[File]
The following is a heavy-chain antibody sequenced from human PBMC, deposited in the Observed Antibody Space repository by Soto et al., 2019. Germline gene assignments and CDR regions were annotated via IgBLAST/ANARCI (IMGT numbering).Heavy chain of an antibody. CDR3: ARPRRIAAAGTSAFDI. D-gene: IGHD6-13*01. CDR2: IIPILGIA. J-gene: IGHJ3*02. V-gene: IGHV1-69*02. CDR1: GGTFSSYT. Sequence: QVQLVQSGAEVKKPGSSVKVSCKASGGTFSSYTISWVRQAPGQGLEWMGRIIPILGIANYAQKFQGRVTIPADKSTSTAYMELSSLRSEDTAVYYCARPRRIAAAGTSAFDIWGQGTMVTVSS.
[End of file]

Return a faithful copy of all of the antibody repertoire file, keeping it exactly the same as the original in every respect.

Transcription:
The following is a heavy-chain antibody sequenced from human PBMC, deposited in the Observed Antibody Space repository by Soto et al., 2019. Germline gene assignments and CDR regions were annotated via IgBLAST/ANARCI (IMGT numbering).Heavy chain of an antibody. CDR3: ARPRRIAAAGTSAFDI. D-gene: IGHD6-13*01. CDR2: IIPILGIA. J-gene: IGHJ3*02. V-gene: IGHV1-69*02. CDR1: GGTFSSYT. Sequence: QVQLVQSGAEVKKPGSSVKVSCKASGGTFSSYTISWVRQAPGQGLEWMGRIIPILGIANYAQKFQGRVTIPADKSTSTAYMELSSLRSEDTAVYYCARPRRIAAAGTSAFDIWGQGTMVTVSS.